The release of THE ROOTS OF HEAVEN upon the confused 1958 populace had the Fox suits in a panic.  While the reviews were mixed, the movie-goers weren’t:  they stayed away in droves.  This was an especially devastating negative one-two punch for Huston, whose other 1958 Fox title, the much-anticipated John Wayne period piece The Barbarian and the Geisha likewise tanked big time – the only post-war Duke pic to barely break even.  As far as the powers-that-be were concerned, it would take nothing less than an act of God to bring Huston back to Fox; and so it came to pass when eight years later he begat The Bible.  The director’s prospective future dream of “I’d like to take another crack at THE ROOTS OF HEAVEN” had all of California running for the hills.

The studio’s publicity machine immediately swung into action – generating reams of copy featuring Flynn in full great white hunter regalia…and even re-writing the scenario to highlight a non-existent lust-and-sex orgy aspect.  Drastically-revised ads displayed a groveling Flynn pawing at a near-naked Greco under the deceptive ROOTS OF HEAVEN headline.  As the book’s title referred to the eventual polluting of our planet and not Juliette Greco, this alternative campaign, to say the least, didn’t sit well with author Gary.

Perhaps the most amusing tie-in was the release of a photo, under the caption:  Producer Zanuck and director Huston enjoy the wonders of the African location.  The picture in question showed Huston cavorting with a topless native woman (only if one looked close could they spy Zanuck, standing in the background chomping on his omnipresent cigar).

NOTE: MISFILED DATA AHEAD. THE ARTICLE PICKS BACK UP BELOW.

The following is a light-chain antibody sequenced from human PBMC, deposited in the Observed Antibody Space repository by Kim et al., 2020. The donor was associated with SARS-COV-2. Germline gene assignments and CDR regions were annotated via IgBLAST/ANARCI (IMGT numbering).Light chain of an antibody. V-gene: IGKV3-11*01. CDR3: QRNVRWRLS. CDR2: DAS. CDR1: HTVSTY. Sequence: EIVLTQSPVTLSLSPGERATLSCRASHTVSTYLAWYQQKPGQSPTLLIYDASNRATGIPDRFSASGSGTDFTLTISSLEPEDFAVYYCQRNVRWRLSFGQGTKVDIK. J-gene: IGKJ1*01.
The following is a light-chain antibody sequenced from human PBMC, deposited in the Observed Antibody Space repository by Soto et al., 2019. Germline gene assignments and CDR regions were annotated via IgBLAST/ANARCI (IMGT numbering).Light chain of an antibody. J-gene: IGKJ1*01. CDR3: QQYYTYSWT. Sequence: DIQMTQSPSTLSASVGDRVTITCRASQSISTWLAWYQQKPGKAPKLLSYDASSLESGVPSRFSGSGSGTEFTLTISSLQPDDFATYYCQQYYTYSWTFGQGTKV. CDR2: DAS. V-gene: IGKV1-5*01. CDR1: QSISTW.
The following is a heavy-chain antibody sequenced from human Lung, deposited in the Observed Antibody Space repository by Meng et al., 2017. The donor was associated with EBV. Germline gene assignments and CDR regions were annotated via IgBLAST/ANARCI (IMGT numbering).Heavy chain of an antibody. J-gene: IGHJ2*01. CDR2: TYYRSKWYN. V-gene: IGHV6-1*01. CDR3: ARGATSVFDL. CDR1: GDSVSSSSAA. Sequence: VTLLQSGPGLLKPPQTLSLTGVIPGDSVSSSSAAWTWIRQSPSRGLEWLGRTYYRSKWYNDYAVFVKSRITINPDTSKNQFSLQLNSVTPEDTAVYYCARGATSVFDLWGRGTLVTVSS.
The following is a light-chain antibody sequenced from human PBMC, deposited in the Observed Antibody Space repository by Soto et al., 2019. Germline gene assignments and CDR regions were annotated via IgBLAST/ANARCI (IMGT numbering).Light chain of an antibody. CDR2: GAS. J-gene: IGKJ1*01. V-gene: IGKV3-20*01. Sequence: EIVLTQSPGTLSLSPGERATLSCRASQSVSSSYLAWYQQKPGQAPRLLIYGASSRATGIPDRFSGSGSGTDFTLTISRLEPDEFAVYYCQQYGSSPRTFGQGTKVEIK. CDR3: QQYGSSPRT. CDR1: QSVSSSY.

As one might expect, the Twilight Time Blu-Ray of THE ROOTS OF HEAVEN looks terrific.  Of course, all those old pan-and-scan grainy TV prints were and are totally useless.  And for years the only scope print I had ever seen was beet red.  Recently the movie surfaced in widescreen on The Fox Movie Channel – and it looked good, but, need I even have to say, that this disc blows it away.  The clarity brings out every craggy gray wrinkle of the targeted beasts – but enough about Howard and Flynn, I mean the elephants too.  The colors are vibrant and spectacular.  Images of Howard majestically walking amongst the elephants (no rear screen, folks) are awesomely incredible.

The audio brings up an interesting matter.  The specs state that the sound is mono; yet Malcolm Arnold’s score seems to bellow from the left and right speakers with the dialogue coming from the center channel (I know the picture was released in stereo).  The score is typical of the professionalism of Arnold, who basically was the sound of British cinema during this period.  His striking Minna’s Theme is eminently both lovely and haunting; like all Twilight Time titles, the music is accessible as an IST (Isolated Score Track).

Please note that, as indicated above, THE ROOTS OF HEAVEN is a limited edition of 3000; so grab a copy now before, like Howard’s beloved elephants, they threaten to become extinct.

THE ROOTS OF HEAVEN.  Color.  Letterboxed [2.35:1; 1080p High Definition].

Twilight Time/20th Century-Fox Home Entertainment.

Available exclusively through Screen Archives Entertainment [].  SRP: $29.95.